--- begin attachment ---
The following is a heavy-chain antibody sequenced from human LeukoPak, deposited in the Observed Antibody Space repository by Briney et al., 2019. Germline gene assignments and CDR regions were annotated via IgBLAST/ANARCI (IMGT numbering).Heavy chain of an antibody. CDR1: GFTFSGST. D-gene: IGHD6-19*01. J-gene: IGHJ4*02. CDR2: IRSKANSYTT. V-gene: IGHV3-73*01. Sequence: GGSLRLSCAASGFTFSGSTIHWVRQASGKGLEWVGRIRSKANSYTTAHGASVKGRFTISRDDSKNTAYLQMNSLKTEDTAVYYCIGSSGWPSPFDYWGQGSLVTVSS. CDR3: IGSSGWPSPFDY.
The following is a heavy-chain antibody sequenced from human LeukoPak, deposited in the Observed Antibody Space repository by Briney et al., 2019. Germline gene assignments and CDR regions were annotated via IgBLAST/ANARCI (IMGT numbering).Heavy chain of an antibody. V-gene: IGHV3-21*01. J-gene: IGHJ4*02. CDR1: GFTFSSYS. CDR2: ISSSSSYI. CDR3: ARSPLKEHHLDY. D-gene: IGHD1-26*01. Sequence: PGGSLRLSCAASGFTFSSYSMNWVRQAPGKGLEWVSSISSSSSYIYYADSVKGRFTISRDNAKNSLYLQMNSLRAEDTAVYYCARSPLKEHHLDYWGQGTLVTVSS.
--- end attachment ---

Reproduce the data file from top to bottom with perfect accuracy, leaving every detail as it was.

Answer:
The following is a heavy-chain antibody sequenced from human LeukoPak, deposited in the Observed Antibody Space repository by Briney et al., 2019. Germline gene assignments and CDR regions were annotated via IgBLAST/ANARCI (IMGT numbering).Heavy chain of an antibody. CDR1: GFTFSGST. D-gene: IGHD6-19*01. J-gene: IGHJ4*02. CDR2: IRSKANSYTT. V-gene: IGHV3-73*01. Sequence: GGSLRLSCAASGFTFSGSTIHWVRQASGKGLEWVGRIRSKANSYTTAHGASVKGRFTISRDDSKNTAYLQMNSLKTEDTAVYYCIGSSGWPSPFDYWGQGSLVTVSS. CDR3: IGSSGWPSPFDY.
The following is a heavy-chain antibody sequenced from human LeukoPak, deposited in the Observed Antibody Space repository by Briney et al., 2019. Germline gene assignments and CDR regions were annotated via IgBLAST/ANARCI (IMGT numbering).Heavy chain of an antibody. V-gene: IGHV3-21*01. J-gene: IGHJ4*02. CDR1: GFTFSSYS. CDR2: ISSSSSYI. CDR3: ARSPLKEHHLDY. D-gene: IGHD1-26*01. Sequence: PGGSLRLSCAASGFTFSSYSMNWVRQAPGKGLEWVSSISSSSSYIYYADSVKGRFTISRDNAKNSLYLQMNSLRAEDTAVYYCARSPLKEHHLDYWGQGTLVTVSS.